Once warmed up and when Oscar was in a good place between my seat and hands, we moved onto grid work (red dashed lines are poles on my oh-so artistic diagram below):

The jumps were just a simple cross rail oxer and a teeny tiny upright and we were aiming for six things with this particular grid.

i) getting a good canter into, through and out of the grid.
ii) stretching my horse out over the fairly wide oxer, as his jump is apparently quite snappy.
iii) encouraging Oscar to figure things out without me trying to place him at the base of the fence.
iv) building good muscle post injury using small fences.
v) using the poles to improve my ability to see a stride. 
vi) improving confidence across the board, for the pair of us. 

So one grid, two poles and fences, had a whole host of benefits/things to work on with the above in mind. 

Our first target was to establish a canter that allowed us to really travel forwards and into the grid. 
Oscar is happy to collect deep to the base of the fence and tidily pop over whatever obstacle is in front of him, but L wanted more ground coverage without compromising the collection in the canter, and we worked on a surprisingly simple and effective exercise to achieve this.

We took things right back to the circle, where we picked up a light skippy canter straight from walk. When we had a good rhythm going L asked me to sit deep and bring Oscar back to the slowest canter we could manage, right back until he was about to break into trot at which point I was very quickly to push him forward again. It was an ugly and difficult exercise but the first two or three strides of canter offered after I got after him were perfect, exactly what L was looking for. The key with this exercise is to be assertive enough to push your horse out at the critical 'just about to trot' moment, and back off when the horse leaps into the forward-but-still-on-his-hocks canter. I could feel exactly what L was asking us for, which is always a great thing, and so we were able to progressively get more and more strides of it as we continued to practise. Once the concept had stuck we'd alternate from circle to grid and back to the circle. It kept Oscar's brain busy and fresh, and was super effective (Pokemon Go lovers will appreciate that description) to maintain the exact same canter on the flat and through a grid.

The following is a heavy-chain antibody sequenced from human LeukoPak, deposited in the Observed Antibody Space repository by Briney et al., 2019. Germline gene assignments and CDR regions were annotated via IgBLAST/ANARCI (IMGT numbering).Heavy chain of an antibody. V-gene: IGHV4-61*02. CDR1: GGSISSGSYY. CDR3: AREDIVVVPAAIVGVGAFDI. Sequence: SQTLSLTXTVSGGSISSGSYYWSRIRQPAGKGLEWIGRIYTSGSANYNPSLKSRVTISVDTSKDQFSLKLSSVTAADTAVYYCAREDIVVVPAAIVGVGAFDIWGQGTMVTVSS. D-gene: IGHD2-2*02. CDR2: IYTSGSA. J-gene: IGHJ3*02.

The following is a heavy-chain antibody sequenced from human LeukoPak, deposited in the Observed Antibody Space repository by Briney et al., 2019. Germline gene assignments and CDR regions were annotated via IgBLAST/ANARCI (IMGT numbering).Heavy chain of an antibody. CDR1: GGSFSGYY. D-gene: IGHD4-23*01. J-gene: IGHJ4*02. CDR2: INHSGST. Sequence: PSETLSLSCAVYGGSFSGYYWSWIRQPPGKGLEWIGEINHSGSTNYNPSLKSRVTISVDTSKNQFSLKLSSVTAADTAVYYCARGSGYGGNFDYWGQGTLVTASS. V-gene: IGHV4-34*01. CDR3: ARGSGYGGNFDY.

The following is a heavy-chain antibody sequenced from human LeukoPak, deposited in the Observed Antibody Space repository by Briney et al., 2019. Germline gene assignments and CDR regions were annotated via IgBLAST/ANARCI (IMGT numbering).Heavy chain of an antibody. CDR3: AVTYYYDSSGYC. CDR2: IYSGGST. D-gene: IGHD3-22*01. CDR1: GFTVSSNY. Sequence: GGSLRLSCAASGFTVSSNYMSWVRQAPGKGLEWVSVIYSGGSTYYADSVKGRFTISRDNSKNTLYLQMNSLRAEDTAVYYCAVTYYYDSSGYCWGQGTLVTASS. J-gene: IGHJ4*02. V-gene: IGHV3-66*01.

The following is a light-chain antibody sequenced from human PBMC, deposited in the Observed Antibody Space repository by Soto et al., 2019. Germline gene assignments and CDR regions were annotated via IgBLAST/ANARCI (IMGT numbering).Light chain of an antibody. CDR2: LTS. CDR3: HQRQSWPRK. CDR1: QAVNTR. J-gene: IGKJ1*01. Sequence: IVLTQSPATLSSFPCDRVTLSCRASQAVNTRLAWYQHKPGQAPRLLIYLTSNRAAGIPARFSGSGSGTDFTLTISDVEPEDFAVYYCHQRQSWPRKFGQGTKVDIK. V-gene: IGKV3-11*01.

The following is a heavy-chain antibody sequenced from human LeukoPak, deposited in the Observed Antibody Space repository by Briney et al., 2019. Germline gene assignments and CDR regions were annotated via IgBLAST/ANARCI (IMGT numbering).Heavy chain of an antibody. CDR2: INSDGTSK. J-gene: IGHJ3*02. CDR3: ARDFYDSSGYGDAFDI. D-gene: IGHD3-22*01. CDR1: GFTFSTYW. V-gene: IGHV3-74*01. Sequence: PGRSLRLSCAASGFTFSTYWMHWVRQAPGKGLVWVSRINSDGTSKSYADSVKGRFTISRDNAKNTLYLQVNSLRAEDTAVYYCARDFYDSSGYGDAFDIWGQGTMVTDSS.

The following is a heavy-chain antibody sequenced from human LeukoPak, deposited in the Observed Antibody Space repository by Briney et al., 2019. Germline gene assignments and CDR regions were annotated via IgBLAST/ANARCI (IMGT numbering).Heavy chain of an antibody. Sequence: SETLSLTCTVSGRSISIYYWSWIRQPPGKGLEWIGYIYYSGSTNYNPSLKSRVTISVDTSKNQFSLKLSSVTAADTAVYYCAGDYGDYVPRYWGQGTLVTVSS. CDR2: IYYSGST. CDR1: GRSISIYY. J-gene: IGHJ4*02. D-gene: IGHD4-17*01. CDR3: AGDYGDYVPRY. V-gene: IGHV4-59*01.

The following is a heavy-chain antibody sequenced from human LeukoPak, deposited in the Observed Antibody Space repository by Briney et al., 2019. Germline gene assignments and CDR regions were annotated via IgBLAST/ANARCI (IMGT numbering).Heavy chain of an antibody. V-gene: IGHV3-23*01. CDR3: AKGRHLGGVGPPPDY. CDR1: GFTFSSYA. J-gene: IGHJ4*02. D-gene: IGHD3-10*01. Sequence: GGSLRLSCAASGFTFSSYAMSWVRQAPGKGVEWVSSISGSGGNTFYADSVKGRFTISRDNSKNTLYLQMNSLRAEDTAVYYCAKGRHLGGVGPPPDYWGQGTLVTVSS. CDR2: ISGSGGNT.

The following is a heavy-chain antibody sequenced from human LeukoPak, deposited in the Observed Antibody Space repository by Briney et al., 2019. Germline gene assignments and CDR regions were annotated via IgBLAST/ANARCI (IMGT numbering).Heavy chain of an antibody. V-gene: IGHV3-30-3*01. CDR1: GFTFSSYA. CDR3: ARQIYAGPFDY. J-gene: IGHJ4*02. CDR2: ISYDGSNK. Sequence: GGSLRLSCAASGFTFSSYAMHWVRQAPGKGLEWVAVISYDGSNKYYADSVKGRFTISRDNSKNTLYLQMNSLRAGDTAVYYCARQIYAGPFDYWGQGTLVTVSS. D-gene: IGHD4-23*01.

Show hunters watch out ;) (tricking).   

The improved quality canter did have the added effect of encouraging Oscar to reach more over a jump, but also widening a parallel oxer to the right effort-inducing distance helped out too. Especially the third or fourth time when Oscar had gotten comfortable working his way through the grid.

Teeny tiny fences are all you need in a grid, especially in early stages as your horse figures things out.
I am usually of the opinion (and I don't know where this theory came from) that a horse needs something at chest height or above in order to improve his jumping technique. Well I was certainly  shown otherwise today, as Oscar felt a hundred times better the last couple of times than he did in the first couple, and it was basically just down to engaging the haunches in the canter and engaging the brain by leaving the horse alone.

We opted to finish the lesson early as we'd already made big improvements, we have plenty of homework coming out of the lesson and most importantly, Oscar was tired. I never mind finishing a lesson early when my horse is tired as he means the world to me, but I see no sense in ever pushing anything on a tired horse anyway. We've rescheduled for another lesson and I'm thrilled that I now have a genuine understanding and feel for what I'm teaching my horse in a jumping context, and we no longer have to just aimlessly canter between jumps in order to feel we're schooling something. Good times indeed.

Thursday, July 21, 2016

Too Much Weekday, Not Enough Coffee..

I've been a little lethargic over the past week, mainly due to limiting my coffee intake and forgetting my iron supplements after dinner a few times. When you're a carb girl through and through, it's hard to be a vegetarian and still get adequate amounts of what your body needs. Spinach and chips has nothing on steak and chips. Time to get back on the green smoothies I think. 

Of course, it is that much harder to be motivated with your riding when you have no real tangible goals and that's not helping my recent low energy state of mind. With my trailer still out of action and business as slow as it is (having a farrier business in winter is great! said nobody, ever ha..), it's hard to scrape together the dollars needed to make the repairs there.